Restaurant Preview: Carnival By Tresind

You've got to eat it to believe it
Restaurant Preview: Carnival By Tresind
It’s been one of the most awaited launches in the food circuit. For almost a year, we have been hearing stories about Carnival, a second offering from the Tresind brand. But the problem of creating an experience like Tresind is that everything you do thereafter will be judged by that exalted standard. So for the genius chef Himanshu Saini, the toughest challenge was to surpass his own previous creations. The most important question that arose, therefore, was: is Carnival like Tresind? What more can you do with progressive Indian food? 
Let’s declare the result rightaway: Carnival by Tresind is NOT Tresind. So leave your comparison scale right at the door of the moody yet festive restaurant, which welcomed us with a bubble shower! The second important question: is it better? Well, let’s just say it’s unlike anything you have tasted before. It’s almost like classical music (for a person who may not be into it). The notes initially confuse you, then they draw you in and finally as they reach a crescendo, the impact hits you. 
According to Himanshu, the “post-modern” menu is about taking you back to your roots while giving it a 360 degree twist. So you began with ‘Happy Halloween’, a bite-sized pumpkin kulcha covered in a leaf. The first bite was bland, then it turned a bit sweet and after a few more morsels, the spice hits you. I didn’t think too highly of the next creation, makhan phal – a blob of cacao butter looking like a hive, topped with avocado and lime cream. As an experiment, it was great but the flavour was a bit wanting. 
Himanshu Saini
But the surprises were many. ‘Life is short, eat dessert first’ comprised delightful crisp jalebis decorating a dahi chaat that reminded you of Delhi. I absolutely loved the Indian Fried Chicken. Think about it – chicken pakora with cheese coated with boondi crisps to resemble motichoor laddoo!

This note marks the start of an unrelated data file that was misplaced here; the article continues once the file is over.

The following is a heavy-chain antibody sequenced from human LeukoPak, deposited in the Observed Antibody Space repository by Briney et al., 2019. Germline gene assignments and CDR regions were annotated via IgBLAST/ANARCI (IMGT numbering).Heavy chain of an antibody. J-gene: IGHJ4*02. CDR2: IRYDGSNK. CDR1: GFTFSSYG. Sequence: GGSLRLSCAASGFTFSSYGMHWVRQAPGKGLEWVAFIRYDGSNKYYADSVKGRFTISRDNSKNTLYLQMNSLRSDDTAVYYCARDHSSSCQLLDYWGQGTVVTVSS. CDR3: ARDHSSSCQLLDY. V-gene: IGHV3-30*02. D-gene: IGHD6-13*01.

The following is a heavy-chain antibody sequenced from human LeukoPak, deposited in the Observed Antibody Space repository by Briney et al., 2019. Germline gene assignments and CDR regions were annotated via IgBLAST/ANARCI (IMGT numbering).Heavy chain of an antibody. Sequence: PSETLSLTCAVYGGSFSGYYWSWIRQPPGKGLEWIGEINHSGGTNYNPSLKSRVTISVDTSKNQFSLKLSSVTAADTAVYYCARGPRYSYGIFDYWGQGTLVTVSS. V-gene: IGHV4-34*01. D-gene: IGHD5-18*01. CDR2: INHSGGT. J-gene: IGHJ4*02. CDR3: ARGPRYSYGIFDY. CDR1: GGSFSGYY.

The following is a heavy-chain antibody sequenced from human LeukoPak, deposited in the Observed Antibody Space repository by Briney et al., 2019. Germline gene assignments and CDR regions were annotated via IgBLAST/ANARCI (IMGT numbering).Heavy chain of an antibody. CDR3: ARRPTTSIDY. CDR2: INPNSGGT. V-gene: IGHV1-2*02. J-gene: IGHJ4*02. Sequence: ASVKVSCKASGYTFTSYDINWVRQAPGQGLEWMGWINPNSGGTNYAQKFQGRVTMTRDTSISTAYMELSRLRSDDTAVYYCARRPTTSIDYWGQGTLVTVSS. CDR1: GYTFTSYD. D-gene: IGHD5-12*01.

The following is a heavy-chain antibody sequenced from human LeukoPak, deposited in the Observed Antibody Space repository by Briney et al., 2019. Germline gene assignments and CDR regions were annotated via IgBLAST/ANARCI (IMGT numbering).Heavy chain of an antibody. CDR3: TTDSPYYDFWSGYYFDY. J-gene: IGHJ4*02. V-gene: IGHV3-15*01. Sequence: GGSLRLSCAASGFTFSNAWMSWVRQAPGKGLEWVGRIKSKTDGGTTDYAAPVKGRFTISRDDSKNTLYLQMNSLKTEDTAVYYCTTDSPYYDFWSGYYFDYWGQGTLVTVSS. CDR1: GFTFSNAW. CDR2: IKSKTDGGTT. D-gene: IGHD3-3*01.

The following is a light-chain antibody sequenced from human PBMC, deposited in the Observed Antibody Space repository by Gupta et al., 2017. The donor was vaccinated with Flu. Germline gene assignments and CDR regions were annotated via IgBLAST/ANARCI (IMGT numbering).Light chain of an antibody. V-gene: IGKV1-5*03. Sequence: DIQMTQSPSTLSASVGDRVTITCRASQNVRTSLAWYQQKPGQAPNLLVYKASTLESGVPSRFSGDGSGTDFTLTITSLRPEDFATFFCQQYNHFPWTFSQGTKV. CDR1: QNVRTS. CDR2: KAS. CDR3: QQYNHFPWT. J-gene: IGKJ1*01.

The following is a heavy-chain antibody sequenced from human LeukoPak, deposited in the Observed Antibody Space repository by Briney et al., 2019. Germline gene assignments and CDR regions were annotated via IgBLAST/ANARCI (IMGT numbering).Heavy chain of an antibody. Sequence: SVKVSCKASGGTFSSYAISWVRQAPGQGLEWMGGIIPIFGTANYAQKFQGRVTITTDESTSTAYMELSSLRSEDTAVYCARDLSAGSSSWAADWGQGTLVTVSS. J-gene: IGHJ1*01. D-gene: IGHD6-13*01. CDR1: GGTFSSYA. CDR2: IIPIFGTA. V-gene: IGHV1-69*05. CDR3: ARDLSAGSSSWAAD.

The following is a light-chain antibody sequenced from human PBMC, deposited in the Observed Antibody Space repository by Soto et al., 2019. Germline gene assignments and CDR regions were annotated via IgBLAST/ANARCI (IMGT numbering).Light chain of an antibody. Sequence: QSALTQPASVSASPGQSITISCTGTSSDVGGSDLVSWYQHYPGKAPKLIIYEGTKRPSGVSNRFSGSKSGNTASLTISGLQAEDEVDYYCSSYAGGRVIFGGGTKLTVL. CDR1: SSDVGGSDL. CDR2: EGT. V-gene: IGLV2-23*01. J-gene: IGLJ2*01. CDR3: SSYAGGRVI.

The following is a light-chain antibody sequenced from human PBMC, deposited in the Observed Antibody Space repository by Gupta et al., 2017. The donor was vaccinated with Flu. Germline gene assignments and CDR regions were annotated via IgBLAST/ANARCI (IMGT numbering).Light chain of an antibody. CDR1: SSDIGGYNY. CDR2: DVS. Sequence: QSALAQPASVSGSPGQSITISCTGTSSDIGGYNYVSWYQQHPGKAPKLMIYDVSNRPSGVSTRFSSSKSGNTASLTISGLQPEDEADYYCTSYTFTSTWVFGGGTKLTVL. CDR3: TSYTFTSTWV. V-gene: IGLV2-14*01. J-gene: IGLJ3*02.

Only Himanshu could have thought of using the elements of a traditional Kerala dish called Inji Puli (a chutney of ginger and jaggery) to flavour prawns! The sting of ginger, the sweetness of palm sugar caramel and curry leaves lent the Inji Puli a taste that lingered long after the meal. 
The food parade was designed to take your taste buds by storm – a saffron popsicle, thick daal cappuccino, tiny cauliflower floret pakora served on curry leaf sticks… each one left us overwhelmed. The final blow was the best – miracle berry with a slice of lemon. The berry, served in powdered form, had to be slowly savoured first. Next, you are asked to suck the lime. Guess what? It tastes sweet! Your notion of lime being sour or tangy is completely turned on its head by the berry. And that’s the core of Carnival – unpredictable. Full of surprises. And pretty incredible.